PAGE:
The Senate is where the Tea Party's rising influence could really be felt - in ways that could help or hurt Republicans. Some analysts say Republicans need Romney to defeat Obama in the presidential race to have any hope of a "coattail" effect that could give them control of the Senate.
The Tea Party is likely to have unprecedented power in the Senate. Three Tea Party-backed challengers - Ted Cruz in Texas, Deb Fischer in Nebraska and Jeff Flake in Arizona - are favored to win. A fourth, Richard Mourdock, is in a close race in Indiana against Democrat Joe Donnelly.
Mourdock's emergence has become a symbol of the divisions within the Republican Party that could prevent it from taking over the Senate. In the Republican primary this year, Mourdock defeated six-term Senator Richard Lugar, a moderate Republican who would have been a fairly safe bet to win re-election.
Now, with Lugar gone amid criticism from the Tea Party that he was too willing to work with Democrats, his Senate seat - which he had held since 1977 - is in jeopardy for Republicans. The race between Mourdock and Donnelly is widely seen as a toss-up.
Republicans' hopes of controlling the next Senate also are in doubt because of the retirement of Maine Senator Olympia Snowe, a moderate Republican who cited partisan gridlock in announcing her departure. The favorite to replace her is Angus King, a former Maine governor who is running for the Senate as an independent but who both parties assume would caucus with Democrats.
Then there is the case of Todd Akin, the Tea Party-backed Missouri congressman who won a three-way primary fight to oppose Democratic Senator Claire McCaskill.
Both parties considered McCaskill vulnerable heading into this election year, but controversial comments by Akin suggesting that rape victims could naturally prevent pregnancy have shifted the race in McCaskill's favor. Akin has rejected calls by several Republican leaders to drop out of the race.
More recently, several Republican Senate candidates trying to lure votes from Democrats have faced another headache: the videotape of Romney in which he dismissed the 47 percent of Americans who receive government benefits as "victims" who are looking for handouts.
At least three Republican Senate candidates - Scott Brown in Massachusetts, Linda McMahon in Connecticut and Dean Heller in Nevada - have spoken out against Romney's remarks.
"I'm Scott Brown. He's Mitt Romney," Brown said. "We disagree on a whole host of things."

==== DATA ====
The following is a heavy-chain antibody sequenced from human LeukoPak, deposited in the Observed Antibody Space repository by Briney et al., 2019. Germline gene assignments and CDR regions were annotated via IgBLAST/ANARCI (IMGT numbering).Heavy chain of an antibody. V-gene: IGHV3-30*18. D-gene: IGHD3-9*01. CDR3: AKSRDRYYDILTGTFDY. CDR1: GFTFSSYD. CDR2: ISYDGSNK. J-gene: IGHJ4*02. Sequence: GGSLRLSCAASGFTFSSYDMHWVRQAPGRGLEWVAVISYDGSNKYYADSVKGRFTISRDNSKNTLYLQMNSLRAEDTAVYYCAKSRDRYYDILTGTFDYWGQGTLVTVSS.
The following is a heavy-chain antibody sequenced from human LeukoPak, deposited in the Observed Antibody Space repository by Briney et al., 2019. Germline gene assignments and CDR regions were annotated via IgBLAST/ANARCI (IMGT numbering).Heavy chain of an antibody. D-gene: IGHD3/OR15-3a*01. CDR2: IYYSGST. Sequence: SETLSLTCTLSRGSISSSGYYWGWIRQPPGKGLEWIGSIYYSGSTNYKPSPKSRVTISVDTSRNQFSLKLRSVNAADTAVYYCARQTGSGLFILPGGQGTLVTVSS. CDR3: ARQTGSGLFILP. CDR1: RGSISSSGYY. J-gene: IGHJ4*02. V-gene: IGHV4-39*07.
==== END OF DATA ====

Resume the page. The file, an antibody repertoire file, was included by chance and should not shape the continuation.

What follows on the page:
The University of Virginia's Sabato said Romney's fortunes could be key to Republicans' chances of winning Senate seats that have been held by Democrats in Virginia, Montana, North Dakota and Florida.
"It's going to be very difficult for Republicans to take over the Senate if Romney doesn't capture the White House," Sabato said. "That's a different evaluation than a year ago, when the GOP (Republican Party) looked to be a good bet to grab the Senate."
Several months ago, Ethan Siegal of The Washington Exchange, a private firm that tracks Washington for institutional investors, predicted a Republican sweep of the White House, the House and the Senate because of the weak economy and polls indicating Americans were not satisfied with the direction of the country.
"But now I think we are heading to a status quo election," with Republicans keeping the House and Democrats retaining the Senate and White House, Siegal said.
He pinned his shifting view on Romney's struggling campaign for president.
Romney, whose approval ratings have been lower than Obama's, "is stinking up the place," Siegal said, reflecting the anxiety among some Republicans over Romney's campaign.
Republicans hope the former Massachusetts governor can gain some momentum in his three debates with Obama, the first of which is on Wednesday in Denver.
Siegal said it is unclear if a status quo election would lead Republican House Speaker John Boehner and Senate Republican leader Mitch McConnell to be more willing to cut deals with Obama on issues such as the budget, taxes and the nation's escalating debt.
"They could say it's time to compromise," Siegal said. "Or Boehner and McConnell could say, 'We should have won this year. We just had the wrong guy at the top of the ticket. We need to block Obama again and wait for the next election.'"
Editing by David Lindsey, Christopher Wilson and Philip Barbara